Going to college for the first time can be a very scary experience, but even more so if you plan to attend one with its own resident ghost! Almost every college and university in Illinois has a story, but what are the most haunted? After much debate, we are happy to bring you the Top 10 Most Haunted Colleges and Universities in Illinois! Note: Many of these schools have open campuses, but please be respectful if you plan to visit.
10. Illinois State University
Founded in 1857 and originally a teacher’s college, Illinois State University is currently home to around 23,000 students and faculty, as well as one tenacious ghost. The ghost is said to be that of Angeline V. Milner, or Ange for short, a beloved librarian who remained with her books long after she passed from this world. In 1917, the university moved its library from the Old Main Building to North Hall, where Miss Milner worked until she died. North Hall served as the library until 1940, when a new building was constructed and christened “Milner Library” to honor Normal University’s beloved Aunt Ange.
In 1976, the old Milner Library became known as Williams Hall and most of the university’s books were moved into the new Milner Library, located on the north side of campus. Since at least the 1980s, staff members working in the Williams Hall archives have reported encounters with what they believe is the ghost of Ange Milner, still tending to her books. These books have recently been moved again, to a brand new storage facility. Has Ange Milner’s ghost followed her books to their new location, or has she finally found peace? Only time will tell.
9. Southern Illinois University
Southern Illinois University in Carbondale was chartered in 1869 and is home to 22,550 students and faculty. In keeping with its central place in Little Egypt, the university’s mascot is the Saluki, the dog of ancient Egyptian royalty. In past years, the campus experienced riotous partying around Halloween. Wheeler Hall, Faner Hall, Shryock Auditorium, and Mae Smith Residence Hall are all believed to be haunted.
While a poltergeist is said to dwell in Wheeler, the ghost of a student who became lost in Faner has been seen wandering in and out of its classrooms. Shryock Auditorium was dedicated to and named after SIU’s fifth president, Henry Shryock. Today, students and custodians have dubbed a safety light in the auditorium “Henry,” because it appears to have a mind of its own. They have also seen a shadowy figure standing on the stage. The ghost of a broken-hearted resident assistant supposedly haunts Mae Smith Residence Hall.
8. Illinois College
Founded by Presbyterians in 1829, Illinois College is one of the oldest colleges in Illinois. Its first president was Edward Beecher, brother of Henry Ward Beecher and Harriet Beecher Stowe. With such a rich history, it comes as no surprise that Illinois College is rich in ghostlore too. Nearly every building on campus is thought to have a ghost or two. Like Millikin University, the female dorm at Illinois College, Ellis Hall, is haunted by a young woman who allegedly committed suicide there.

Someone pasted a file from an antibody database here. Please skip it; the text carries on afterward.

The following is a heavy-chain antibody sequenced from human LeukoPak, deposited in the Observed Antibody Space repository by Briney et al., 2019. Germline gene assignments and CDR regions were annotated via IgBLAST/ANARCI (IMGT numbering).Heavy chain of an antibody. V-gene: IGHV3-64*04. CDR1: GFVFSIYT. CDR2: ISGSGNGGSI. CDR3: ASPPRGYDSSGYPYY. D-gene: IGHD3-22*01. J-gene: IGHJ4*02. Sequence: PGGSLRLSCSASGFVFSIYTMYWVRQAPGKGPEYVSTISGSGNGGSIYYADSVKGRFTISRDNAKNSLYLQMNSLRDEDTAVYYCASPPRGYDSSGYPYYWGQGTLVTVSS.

A “gray ghost”—a faceless phantom at that—hangs out on the stairwell of Whipple Hall. Another gray ghost, this one dressed in a Confederate uniform from the Civil War, has been seen in Sturtevant Hall. Phantom footsteps have been heard in Beecher Hall, the oldest building on campus. It is rumored that early in the college’s history, medical students stole cadavers from nearby hospitals in order to learn about anatomy. After a while, the hall where the bodies were stored began to smell, and the student’s grisly enterprise was uncovered.
7. Eastern Illinois University
Pemberton Hall at Eastern Illinois University is the oldest all-female dormitory in the state of Illinois and was the brainchild of Livingston C. Lord, president of EIU from 1899 to 1933. The old-English look and feel of the dormitory was well suited for its first full time matron, Mary Hawkins, who emigrated from Great Britain in 1901 and assumed the position of dorm director in August 1910, when she was 33 years old. Sometime after her death, the girls of Pemberton began to believe her ghost returned to haunt the hall.
The Roommate’s Death, a common folklore motif, has merged with the story of Mary Hawkins to create a unique tale. Sometimes Mary manifests herself as a prankster; a young woman who scratches at doors, leaves footprints, or wanders up to the fourth floor dressed in nothing but a white gown. Other times, Mary appears as a benevolent matriarch who makes sure doors are locked at night and warns “her girls” of trouble.
6. McKendree University
Founded in 1828 by the United Methodist Church and originally known as Lebanon Seminary, McKendree University is the oldest college in the State of Illinois. Like most colleges, several places on campus are rumored to be haunted. The Alumni House is stalked by three restless spirits: that of an old lady, her husband, and an infant. The old nursery where the infant died is said to be much colder than the rest of the house. Bothwell Chapel, one of the oldest buildings on campus, seems to have attracted the most attention.
A former security guard claims to have heard organ or piano music playing in the sanctuary after hours. According to legend, a student hung himself in the bell tower, and to this day his ghost can be heard pacing the upper floors. Carnegie Hall has less specific hauntings. Students report odd feelings and electronic devices that exhibit unusual behavior, such as a television turning on or changing channels on its own.